“Buttery and Ashamed” Squirrel Rescued from Dumpster in Quincy
A squirrel that found itself lodged in the drain hole of a Quincy dumpster has been freed, rescuers say. But not before the poor thing was slathered with butter, which, we can assume, was kind of embarrassing.
So how did the critter, an adult female Eastern gray squirrel, find itself in this unfortunate situation?
It was likely foraging in a dumpster, which is located near a motorcycle shop in Quincy, when it got caught trying to make its escape through a one-and-a-half-inch opening, the ARL says.
When it was spotted in there, some well-meaning bystanders swooped in to help. They tried using vegetable oil, and then a handful of butter, to help it get free. But nothing worked. That’s when they called rescuers for assistance.
“When I got there everything was all buttery,” says Bill Tanguay, a senior rescue technician with the ARL. After a little bit of wiggling, and pulling back the squirrel’s skin, Tanguay says he was able to get it free.
Although he admires the bystanders’ initiative, Tanguay says lubricants don’t actually help furry mammals when they become stuck. And adding oils or other slippery substances to their fur can actually make it more difficult for them to stay warm. In most cases, he recommends that people who find an animal stuck somewhere just contact professionals—which can also reduce the risk that the animal will get hurt, or that it will attack.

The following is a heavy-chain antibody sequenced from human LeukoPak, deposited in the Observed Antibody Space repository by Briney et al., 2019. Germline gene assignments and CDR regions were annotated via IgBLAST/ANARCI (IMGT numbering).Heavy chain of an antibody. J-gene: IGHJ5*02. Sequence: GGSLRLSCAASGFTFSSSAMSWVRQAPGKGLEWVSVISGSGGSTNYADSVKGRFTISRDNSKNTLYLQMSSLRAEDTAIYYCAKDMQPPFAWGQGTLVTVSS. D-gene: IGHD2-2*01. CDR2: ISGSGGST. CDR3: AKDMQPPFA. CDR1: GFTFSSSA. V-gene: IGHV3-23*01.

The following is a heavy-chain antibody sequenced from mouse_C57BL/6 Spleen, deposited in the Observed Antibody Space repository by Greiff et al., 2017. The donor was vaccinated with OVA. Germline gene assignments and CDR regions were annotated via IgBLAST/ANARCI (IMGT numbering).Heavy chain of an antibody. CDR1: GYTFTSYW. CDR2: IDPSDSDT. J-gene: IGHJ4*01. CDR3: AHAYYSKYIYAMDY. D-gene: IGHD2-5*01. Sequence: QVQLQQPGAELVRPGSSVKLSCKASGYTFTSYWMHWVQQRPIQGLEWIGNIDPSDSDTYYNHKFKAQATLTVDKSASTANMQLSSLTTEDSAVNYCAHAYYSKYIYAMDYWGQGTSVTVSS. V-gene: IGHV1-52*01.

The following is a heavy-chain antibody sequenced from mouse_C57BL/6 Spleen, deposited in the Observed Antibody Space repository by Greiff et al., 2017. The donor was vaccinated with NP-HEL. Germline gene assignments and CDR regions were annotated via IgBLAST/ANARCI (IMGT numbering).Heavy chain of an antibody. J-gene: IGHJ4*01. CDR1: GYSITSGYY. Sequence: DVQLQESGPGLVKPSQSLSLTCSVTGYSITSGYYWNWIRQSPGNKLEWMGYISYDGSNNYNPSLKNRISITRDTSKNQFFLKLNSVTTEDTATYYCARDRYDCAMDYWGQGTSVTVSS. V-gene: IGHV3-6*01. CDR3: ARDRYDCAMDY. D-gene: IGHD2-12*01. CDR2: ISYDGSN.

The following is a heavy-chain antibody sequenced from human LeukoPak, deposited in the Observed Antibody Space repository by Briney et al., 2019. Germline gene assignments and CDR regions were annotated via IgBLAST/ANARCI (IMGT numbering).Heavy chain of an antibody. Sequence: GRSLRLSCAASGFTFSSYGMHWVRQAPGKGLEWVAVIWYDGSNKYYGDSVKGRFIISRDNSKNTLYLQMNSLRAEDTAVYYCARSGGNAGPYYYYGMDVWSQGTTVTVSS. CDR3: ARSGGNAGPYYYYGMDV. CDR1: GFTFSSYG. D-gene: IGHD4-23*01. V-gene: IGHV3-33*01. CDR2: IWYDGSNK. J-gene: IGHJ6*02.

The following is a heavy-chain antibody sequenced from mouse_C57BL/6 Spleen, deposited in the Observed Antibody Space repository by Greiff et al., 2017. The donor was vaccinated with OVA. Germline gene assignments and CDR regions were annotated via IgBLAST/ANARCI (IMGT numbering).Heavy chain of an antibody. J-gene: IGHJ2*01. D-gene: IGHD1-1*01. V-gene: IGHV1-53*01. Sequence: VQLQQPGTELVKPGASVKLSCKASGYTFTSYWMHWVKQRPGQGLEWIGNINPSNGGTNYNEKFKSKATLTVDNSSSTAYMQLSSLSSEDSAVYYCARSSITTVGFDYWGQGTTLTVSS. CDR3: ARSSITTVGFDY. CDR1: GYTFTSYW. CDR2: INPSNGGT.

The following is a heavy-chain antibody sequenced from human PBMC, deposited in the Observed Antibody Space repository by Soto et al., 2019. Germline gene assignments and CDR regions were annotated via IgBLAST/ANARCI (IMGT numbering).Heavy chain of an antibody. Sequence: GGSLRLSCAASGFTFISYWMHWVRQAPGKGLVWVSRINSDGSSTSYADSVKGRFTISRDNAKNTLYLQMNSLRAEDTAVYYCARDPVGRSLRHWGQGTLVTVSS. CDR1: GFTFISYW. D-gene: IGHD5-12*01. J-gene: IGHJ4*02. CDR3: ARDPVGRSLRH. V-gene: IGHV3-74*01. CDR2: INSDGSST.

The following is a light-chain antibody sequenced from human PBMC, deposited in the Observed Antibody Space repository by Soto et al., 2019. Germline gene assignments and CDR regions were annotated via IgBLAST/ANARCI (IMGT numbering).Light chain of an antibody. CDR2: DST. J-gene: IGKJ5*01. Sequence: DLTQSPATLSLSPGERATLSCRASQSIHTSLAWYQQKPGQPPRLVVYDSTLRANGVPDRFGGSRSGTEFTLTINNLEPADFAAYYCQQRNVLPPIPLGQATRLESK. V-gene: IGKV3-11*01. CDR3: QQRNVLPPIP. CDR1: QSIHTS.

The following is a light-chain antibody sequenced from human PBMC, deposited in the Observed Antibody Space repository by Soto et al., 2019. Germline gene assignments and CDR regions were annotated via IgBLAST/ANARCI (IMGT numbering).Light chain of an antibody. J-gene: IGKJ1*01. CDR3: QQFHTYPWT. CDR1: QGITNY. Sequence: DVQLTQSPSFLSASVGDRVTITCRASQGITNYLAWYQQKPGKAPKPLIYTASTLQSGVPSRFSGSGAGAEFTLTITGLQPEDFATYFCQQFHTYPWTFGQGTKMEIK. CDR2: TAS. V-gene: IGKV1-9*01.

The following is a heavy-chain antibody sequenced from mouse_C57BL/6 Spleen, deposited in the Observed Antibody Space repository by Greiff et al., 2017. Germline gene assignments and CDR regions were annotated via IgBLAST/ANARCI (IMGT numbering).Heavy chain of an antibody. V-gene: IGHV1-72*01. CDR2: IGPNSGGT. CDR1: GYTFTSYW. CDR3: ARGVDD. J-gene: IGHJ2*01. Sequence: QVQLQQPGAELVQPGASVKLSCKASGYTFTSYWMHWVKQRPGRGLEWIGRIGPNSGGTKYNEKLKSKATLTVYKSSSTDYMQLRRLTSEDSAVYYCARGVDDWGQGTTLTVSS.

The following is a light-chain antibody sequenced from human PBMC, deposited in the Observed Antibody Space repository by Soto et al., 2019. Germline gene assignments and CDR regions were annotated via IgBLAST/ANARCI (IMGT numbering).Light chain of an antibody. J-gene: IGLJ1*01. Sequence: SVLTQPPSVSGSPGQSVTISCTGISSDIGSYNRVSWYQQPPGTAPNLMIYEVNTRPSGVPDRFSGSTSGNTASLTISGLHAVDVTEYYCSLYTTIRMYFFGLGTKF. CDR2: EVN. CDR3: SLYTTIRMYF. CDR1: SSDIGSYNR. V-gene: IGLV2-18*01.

Thankfully, it only sustained some minor abrasions and loss of fur around his neck. “Otherwise, [it] was really feisty and ready to go,” he says. Oh yeah, and maybe a little embarrassed. It “was more terrified than anything” though, Tanguay adds. “There were a lot of people around.”
ARL spokesman Mike DeFina says he hopes in the future that people will call the professionals first when wild critters are in need, but said yesterday’s buttery incident “shows the measures people will go to try and help an animal.”
In the meantime, the squirrel—which they, per policy, do not plan to name—is being checked over and will soon be prepped for release. Nina Flaherty-Bellotti, spokeswoman for the New England Wildlife Center, says it will be monitored over the weekend and released into the wild “on the next nice day.”